About the Book

Distinguishing between mere politeness and genuine civility, Hudson draws from classical to modern thinkers to stress the need for open discourse and mutual respect. She advocates for valuing others enough to voice disagreements and foster open debates.

This book serves as a beacon of hope, suggesting that individual steps towards civility can collectively reshape our world. Don’t miss this enlightening conversation on the essence of true civility, brought to you in collaboration with Sagamore Institute and the Harrison Center.

For any questions about this event, please contact our Operations Manager, Chase Elliott at chase@sagamoreinstitute.org



Some of the greatest thinkers of our day —Francis Fukuyama, Jonathan Haidt, Tyler Cowen and others — have endorsed her book. Her book was also just selected as a  “must read book” for Malcom Gladwell’s book club.

She has also convened some of the most innovative and surprising thinkers of our day for a Civility Summit timed with the book launch, on Oct 9th, inviting nearly a dozen of today’s greatest minds— from David French of the NYT, to philosopher Cornel West and Russel Moore, CEO of Christianity Today & many others—to explore the role of civility in contemporary life. 

If you can’t make the launch party — or even if you can — you can claim your spot to the summit by clicking the button below.


“In my book, The Soul of Civility: Timeless Principles to Heal Society and Ourselves, coming out in October, I show why civility—basic respect for others—is essential to a free society. Here’s a story that exemplifies why. 

In the early 2000s, Mayor Michael Bloomberg launched a campaign against rudeness in New York City.  Subway riders and show-goers could be fined fifty dollars for inconsiderately resting their feet on a bench or for using their phones during movies or Broadway shows. The city’s noise code was overhauled to crack down on loud nightclubs and barking dogs and to promote neighborhood peace. Cell phones were banned in movie theaters, and smoking was banned in public places.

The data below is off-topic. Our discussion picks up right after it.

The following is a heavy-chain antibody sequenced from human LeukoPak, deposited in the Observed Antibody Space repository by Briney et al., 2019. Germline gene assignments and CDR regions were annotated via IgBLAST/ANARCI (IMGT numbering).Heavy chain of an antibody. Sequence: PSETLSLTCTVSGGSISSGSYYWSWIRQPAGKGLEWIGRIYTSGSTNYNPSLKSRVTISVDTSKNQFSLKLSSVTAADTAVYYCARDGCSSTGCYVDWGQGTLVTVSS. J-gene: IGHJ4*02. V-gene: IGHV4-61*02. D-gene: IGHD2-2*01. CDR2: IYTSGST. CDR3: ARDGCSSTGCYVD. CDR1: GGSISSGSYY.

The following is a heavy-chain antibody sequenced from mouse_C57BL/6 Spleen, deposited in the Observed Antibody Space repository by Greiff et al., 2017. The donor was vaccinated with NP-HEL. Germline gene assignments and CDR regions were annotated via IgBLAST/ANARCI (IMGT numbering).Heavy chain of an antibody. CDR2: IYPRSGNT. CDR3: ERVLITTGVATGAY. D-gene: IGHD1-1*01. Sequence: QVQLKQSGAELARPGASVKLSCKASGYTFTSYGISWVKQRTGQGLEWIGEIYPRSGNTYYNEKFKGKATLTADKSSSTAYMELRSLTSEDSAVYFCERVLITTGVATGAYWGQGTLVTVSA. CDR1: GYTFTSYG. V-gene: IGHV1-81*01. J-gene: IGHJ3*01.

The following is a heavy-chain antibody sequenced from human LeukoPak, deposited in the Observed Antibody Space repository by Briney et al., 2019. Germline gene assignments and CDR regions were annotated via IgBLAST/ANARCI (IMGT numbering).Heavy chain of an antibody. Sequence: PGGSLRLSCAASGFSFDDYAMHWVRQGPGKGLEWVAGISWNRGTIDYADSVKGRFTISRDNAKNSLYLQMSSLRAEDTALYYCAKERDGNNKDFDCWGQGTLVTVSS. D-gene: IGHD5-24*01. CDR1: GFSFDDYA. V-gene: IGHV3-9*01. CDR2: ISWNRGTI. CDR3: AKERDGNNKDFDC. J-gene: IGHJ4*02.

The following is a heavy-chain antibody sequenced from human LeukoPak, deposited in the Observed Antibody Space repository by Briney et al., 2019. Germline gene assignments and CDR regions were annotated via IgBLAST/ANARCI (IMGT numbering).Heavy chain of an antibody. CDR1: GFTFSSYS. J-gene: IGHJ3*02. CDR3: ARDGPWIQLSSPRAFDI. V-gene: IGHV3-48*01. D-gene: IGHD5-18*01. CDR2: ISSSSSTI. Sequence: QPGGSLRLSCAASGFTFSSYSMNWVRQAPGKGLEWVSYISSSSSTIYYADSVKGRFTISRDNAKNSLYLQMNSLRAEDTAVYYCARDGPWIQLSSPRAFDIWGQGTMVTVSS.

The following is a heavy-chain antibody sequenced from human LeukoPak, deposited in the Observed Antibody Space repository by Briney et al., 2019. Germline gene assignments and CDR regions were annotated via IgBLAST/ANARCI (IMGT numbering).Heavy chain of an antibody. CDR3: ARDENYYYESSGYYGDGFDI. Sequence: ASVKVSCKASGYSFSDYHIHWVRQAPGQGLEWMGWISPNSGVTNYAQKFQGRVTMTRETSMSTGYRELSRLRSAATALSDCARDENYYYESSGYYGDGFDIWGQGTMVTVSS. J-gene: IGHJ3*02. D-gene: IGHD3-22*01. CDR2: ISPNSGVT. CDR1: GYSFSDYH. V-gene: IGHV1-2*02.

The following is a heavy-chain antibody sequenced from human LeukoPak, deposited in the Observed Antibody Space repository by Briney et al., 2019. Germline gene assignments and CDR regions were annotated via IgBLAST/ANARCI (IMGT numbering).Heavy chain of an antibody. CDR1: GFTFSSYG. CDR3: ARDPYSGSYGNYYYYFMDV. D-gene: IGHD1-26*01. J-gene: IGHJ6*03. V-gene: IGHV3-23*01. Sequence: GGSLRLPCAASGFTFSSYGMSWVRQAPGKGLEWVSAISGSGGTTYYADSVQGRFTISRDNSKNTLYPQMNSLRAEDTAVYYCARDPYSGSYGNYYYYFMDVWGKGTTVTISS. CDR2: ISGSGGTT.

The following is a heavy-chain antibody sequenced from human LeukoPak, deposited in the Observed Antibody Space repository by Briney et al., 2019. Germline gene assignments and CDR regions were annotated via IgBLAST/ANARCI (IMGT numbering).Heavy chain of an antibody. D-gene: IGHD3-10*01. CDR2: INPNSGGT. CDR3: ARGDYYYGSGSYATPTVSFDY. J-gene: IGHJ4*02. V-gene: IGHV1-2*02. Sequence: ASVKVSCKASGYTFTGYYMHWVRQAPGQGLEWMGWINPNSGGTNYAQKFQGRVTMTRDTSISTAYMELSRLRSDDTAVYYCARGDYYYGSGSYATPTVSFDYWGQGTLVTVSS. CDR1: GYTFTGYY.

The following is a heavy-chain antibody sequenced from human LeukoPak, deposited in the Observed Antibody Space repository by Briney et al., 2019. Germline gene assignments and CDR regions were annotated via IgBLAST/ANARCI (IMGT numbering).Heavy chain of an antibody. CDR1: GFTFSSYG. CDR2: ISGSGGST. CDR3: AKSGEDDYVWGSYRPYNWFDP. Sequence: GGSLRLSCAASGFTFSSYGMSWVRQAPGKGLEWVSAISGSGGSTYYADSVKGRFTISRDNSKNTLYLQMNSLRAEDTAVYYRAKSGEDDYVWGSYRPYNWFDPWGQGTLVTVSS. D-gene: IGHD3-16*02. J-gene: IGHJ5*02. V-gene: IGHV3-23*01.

New Yorkers and local parents did not quite like being “civilized” by their local government. While proponents argued that having these laws on the books in the first place was enough to improve behavior, the laws went largely unenforced and were soon recognized as entirely ineffective. 

Bloomberg isn’t the only technocrat who tried—unsuccessfully—to socially engineer civility. Similar “politeness campaigns” were tried in London and Paris in the last few decades—and related efforts have been implemented across history, too. 

We take for granted the many freedoms we enjoy. The ability to move, leave our jobs to pursue better opportunity, worship where and how we want, and more, however, have not always been part of the human experience. We often overlook the moral underpinnings, as well as the norms of restraint and self-sacrifice, that support the freedoms we enjoy in contemporary, democratic societies. 

By regulating the manifestations of our selfishness, civility supports our personal and political freedom. When too many of us fail to exercise civility, people will begin calling for the government to restrain us through laws and regulation. Civility promotes the virtue and self-government that allow us to thrive in community, uninhibited by either tyranny or fear of our fellow citizens. 

By pre-ordering my book,—and also claiming the $700 worth of gifts I’ve created for you to enjoy now!—I hope you’ll join me in this movement to support and maintain the tenets of a free society, one act of decency and courtesy at a time.”